From the Time article [emphases mine],
Shrek didn't remake fairy tales single-handed; it captured, and monetized, a long-simmering cultural trend. TV's Fractured Fairy Tales parodied Grimm classics, as have movies like The Princess Bride and Ever After and the books on which Shrek and Wicked were based. And highbrow postmodern and feminist writers, such as Donald Barthelme and Angela Carter, Robert Coover and Margaret Atwood, used the raw material of fairy stories to subvert traditions of storytelling that were as ingrained in us as breathing or to critique social messages that their readers had been fed along with their strained peas.All of which came to mind the other day when I added the "How and Why Wonder Book of Chemistry" to my recent post, because in looking for a link I could provide with the How and Why books, I found this from an online interview with children's author Jon Scieszka (who said he "loved leafing through The Golden Book Encyclopedia and 'How and Why Wonder Books' and reading the back of cereal boxes and Mad magazine and Sgt. Fury and his Howling Commandos comic books") in Pif magazine,
But those parodies had a dominant fairy-tale tradition to rebel against. The strange side effect of today's meta-stories is that kids get exposed to the parodies before, or instead of, the originals. My two sons (ages 2 and 5) love The Three Pigs, a storybook by David Wiesner in which the pigs escape the big bad wolf by physically fleeing their story (they fold a page into a paper airplane to fly off in). It's a gorgeous, fanciful book. It's also a kind of recursive meta-fiction that I didn't encounter before reading John Barth in college. Someday the kids will read the original tale and wonder why the stupid straw-house pig doesn't just hop onto the next bookshelf. Likewise, Shrek reimagines Puss in Boots as a Latin tomcat -- but what kid today even reads Puss in Boots in the original?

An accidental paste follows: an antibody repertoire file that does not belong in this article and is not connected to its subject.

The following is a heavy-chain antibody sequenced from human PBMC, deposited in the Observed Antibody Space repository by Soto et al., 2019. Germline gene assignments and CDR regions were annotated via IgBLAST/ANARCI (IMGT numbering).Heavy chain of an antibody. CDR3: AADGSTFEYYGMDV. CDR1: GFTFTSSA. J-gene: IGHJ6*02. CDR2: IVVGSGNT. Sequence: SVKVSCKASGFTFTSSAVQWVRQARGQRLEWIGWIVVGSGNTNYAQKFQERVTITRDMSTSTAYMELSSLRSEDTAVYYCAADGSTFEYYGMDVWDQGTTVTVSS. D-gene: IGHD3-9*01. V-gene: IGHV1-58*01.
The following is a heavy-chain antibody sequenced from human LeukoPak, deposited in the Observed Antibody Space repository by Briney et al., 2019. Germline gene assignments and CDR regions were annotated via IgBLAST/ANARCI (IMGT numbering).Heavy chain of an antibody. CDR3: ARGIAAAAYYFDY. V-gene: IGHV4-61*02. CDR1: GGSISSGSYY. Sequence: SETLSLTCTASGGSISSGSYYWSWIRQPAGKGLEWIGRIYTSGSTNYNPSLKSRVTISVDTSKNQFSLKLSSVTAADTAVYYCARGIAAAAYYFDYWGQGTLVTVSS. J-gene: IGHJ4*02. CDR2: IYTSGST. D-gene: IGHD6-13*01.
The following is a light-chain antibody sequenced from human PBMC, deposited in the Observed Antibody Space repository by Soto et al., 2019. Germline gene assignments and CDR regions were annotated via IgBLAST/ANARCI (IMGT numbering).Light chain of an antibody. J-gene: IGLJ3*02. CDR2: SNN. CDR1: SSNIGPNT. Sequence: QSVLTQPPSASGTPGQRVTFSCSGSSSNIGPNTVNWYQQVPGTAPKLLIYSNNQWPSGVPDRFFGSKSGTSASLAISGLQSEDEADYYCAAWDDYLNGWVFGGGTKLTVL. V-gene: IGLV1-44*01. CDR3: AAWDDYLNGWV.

This is the new world of fairy tales: parodied, ironized, meta-fictionalized, politically adjusted and pop-culture saturated. (Yes, the original stories are still out there, but they don't have the same marketing force behind them: the Happy Meals, action figures, books, games and other ancillary-revenue projects.) All of which appeals to the grownups who chaperone the movie trips and endure the repeated DVD viewings. Old-school fairy tales, after all, are boring to us, not the kids. The Shrek movies have a nigh-scientific formula for the ratio of fart jokes to ask-your-mother jokes; Shrek the Third includes a visit to a fairy-tale high school where there's a Just Say Nay rally and a stoner-sounding kid stumbles out of a coach trailed by a cloud of "frankincense and myrrh" smoke. More broadly, each movie gives Shrek and Fiona an adult challenge: in the first, to find love and see beyond appearances; in Shrek 2, to meet the in-laws; in Shrek the Third, to take on adult responsibility and parenthood (Shrek has to find a new heir to the throne of Far Far Away, or he will have to succeed the king). ...